By Allison Weissbrot, published in Campaign
The platform will host creator camps for IPG Mediabrands agencies and clients to better understand how to connect with its audience.
If you’re not showing up on TikTok as an authentic member of the community, you’re not doing it right.
To help agencies and marketers better tap into the platform’s unique culture, TikTok has partnered with IPG Mediabrands on a three-year global creator program.
The first of its kind partnership includes a global Creator Collective, with creators hand-selected by TikTok that IPG Mediabrands clients can tap into for strategic advice, as well as quarterly intensive creator camps with bespoke curriculums.
While the partnership also includes the typical media-platform trade-offs, like discounts and first looks at new products, Mediabrands wanted to do something different that its clients couldn’t get anywhere else, said Dani Benowitz, president of IPG’s Magna US.
“We wanted to bring something special to our clients,” she said. “We thought content was the way to do it because of how important it is on these platforms. How do we get our clients really immersed in this revolution?”
The first creator camp will kick off in Q2 as a two-day virtual learning session that educates brands on TikTok’s culture, product features and the language used by its audience. Brands will walk away with a portfolio they can use for an upcoming campaign, as well as a toolkit for how to use TikTok in the future.
The program will start in North America, with ambitions to scale globally in every market where Mediabrands operates, and a goal to hold camps in-person when it’s safe to do so.
“We want to keep camps bespoke and specific, so we’re very intentional about building curriculum,” said Khartoon Weiss, head of global agency and accounts at TikTok. “We will look at creators who understand all of the opportunities to bring different verticals to life and are experts in those fields.”
The program aims to give brands that are still finding their way on TikTok a better understanding of how to show up natively and latch on to emerging trends, artists and cultural moments in order to drive sales. The best way to do that is to learn from the creators themselves, Benowitz said.
“As brands start to work with these creators, it’s going to have to be done organically,” she said. “It’s going to be less of a paid influencer relationship.”
Looking to the future
TikTok intends to iterate on camps as the program evolves to help brands take advantage of emerging trends. For example, TikTok plans to work with IPG Mediabrands commerce agency, Reprise, as creator commerce takes off on the platform.
“You’ve seen TikTok clear shelves,” Weiss said. “We want to do this with brands in the IPG Mediabrands portfolio. We will lean into the elements of their business and ours that are emerging and will continue to drive importance in the marketplace.”
Benowitz also sees opportunities to get in on the ground floor with TikTok as the company partners with media companies and builds out its own original programming. “You’ll see brands tap into that in a big way,” she said.
In addition to innovation, diversity, equity and inclusion will play a key role in the partnership. TikTok will select a diverse group of creators and will train brands on how to reach communities that live on the platform. After all, TikTok is the home of Gen Z, which is the most diverse generation in U.S. history.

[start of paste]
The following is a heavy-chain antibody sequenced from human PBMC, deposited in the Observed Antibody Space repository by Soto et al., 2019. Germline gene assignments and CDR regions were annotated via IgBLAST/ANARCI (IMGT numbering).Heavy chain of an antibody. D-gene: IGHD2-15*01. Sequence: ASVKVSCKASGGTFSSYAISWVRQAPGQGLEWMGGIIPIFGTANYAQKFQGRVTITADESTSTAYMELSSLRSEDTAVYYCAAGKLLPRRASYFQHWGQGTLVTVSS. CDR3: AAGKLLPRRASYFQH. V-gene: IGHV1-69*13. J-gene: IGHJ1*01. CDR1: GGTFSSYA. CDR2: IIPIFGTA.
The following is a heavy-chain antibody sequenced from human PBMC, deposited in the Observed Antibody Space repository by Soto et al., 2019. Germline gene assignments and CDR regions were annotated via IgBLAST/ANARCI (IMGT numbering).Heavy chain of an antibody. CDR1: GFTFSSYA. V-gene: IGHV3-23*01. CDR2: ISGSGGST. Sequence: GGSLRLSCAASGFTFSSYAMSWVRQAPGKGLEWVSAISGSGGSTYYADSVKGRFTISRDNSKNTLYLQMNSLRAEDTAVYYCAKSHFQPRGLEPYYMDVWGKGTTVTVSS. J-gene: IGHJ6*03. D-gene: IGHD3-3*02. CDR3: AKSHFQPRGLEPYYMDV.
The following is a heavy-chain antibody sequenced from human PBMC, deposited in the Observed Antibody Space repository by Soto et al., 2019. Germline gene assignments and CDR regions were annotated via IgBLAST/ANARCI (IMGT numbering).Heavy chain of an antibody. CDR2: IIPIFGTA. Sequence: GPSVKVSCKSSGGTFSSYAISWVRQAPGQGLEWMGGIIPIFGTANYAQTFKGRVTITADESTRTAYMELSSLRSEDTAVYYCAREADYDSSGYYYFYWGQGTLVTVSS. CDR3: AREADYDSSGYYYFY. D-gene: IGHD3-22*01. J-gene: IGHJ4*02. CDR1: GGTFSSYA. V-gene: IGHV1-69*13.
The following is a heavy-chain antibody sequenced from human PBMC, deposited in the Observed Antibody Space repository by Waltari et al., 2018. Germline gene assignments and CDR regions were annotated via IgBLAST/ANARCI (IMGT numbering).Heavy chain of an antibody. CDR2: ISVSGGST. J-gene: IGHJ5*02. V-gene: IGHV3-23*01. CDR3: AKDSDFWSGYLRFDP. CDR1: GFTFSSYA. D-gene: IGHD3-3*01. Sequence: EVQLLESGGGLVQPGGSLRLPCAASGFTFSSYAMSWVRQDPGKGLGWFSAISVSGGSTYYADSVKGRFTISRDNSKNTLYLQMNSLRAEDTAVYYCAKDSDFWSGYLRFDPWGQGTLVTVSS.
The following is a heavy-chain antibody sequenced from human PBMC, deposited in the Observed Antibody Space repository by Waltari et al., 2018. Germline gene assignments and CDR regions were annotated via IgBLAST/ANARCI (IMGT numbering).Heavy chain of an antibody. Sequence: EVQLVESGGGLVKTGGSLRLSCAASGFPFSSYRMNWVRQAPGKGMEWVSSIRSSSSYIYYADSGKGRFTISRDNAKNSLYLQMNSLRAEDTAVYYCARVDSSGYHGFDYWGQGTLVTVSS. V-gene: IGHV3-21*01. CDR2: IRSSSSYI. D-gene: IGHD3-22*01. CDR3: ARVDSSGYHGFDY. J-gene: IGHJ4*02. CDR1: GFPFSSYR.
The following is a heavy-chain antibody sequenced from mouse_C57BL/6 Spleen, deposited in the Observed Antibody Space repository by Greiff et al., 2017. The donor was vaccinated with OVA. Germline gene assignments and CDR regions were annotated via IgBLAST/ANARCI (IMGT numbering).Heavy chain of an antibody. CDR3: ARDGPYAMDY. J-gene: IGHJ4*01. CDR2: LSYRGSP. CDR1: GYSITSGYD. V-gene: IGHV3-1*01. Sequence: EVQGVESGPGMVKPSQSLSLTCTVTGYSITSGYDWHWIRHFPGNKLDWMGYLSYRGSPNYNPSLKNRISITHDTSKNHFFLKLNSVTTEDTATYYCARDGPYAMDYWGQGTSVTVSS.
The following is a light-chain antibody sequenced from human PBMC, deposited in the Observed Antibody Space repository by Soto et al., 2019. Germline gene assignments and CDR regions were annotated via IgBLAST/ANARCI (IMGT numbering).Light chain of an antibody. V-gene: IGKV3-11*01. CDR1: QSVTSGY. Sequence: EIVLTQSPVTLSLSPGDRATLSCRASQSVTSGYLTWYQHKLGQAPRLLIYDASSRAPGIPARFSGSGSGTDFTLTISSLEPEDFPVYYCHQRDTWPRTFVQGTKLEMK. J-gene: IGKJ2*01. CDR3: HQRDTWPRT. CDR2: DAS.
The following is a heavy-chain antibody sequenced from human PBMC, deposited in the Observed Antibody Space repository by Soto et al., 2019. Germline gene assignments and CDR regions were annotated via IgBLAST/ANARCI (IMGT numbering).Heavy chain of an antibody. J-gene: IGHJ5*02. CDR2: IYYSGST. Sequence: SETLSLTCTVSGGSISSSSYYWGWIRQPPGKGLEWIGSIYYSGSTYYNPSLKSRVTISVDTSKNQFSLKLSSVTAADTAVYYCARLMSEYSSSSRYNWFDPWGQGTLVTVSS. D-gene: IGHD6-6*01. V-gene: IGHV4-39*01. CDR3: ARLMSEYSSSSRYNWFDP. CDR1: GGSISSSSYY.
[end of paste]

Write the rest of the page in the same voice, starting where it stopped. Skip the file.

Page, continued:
Like most agencies, Mediabrands is making a concerted effort to be more diverse and inclusive, not just internally but also in how it spends its clients’ media dollars. The group recently hosted its first diversity, equity and inclusion upfront to help clients direct more spend to BIPOC-owned or targeted media companies.
“We recognize how important the audience is,” Benowitz said. “It’s being underserved in terms of media spend. Part of what we are doing with TikTok is figuring out better ways to speak to them.”
TikTok hits the mainstream
The IPG Mediabrands deal is the third major partnership TikTok has inked with a large agency group in the past year, a sign of maturity for the growing platform. TikTok signed its first U.S. agency partnership with Horizon Media in November, followed by a broad deal with WPP focused on brand safety and ad innovation in February.
“The fact we can develop this kind of initiative and globally scale it to meet the needs of a network like IPG Mediabrands marks a new milestone for TikTok,” Weiss said.
For Mediabrands, which launched a full-fledged content studio in November and has a few Cannes Lions under its belt, starting the partnership with a focus on content made sense.
“Media agencies don’t just buy and plan media anymore,” Benowitz said. “The whole experience is what we’re all about.”
Aside from Magna and Reprise, Mediabrands’ other constituent agencies include UM, Initiative, Orion and Rapport.
A few factors played into formalizing the partnership now. Media coverage and speculation around TikTok’s control by the Chinese government that was rampant in the fall has mostly subsided. TikTok also scored well on Mediabrands Media Responsibility Index, which grades platforms’ adherence to the group’s Media Responsibility Principles.
But FOMO, or fear of missing out, played a part as well, Benowitz said.
“As they’ve become more mainstream, and they have so quickly, and we see other [agencies] doing it, we start to say, ‘What can I do for my brands and how can they get involved?’” she said.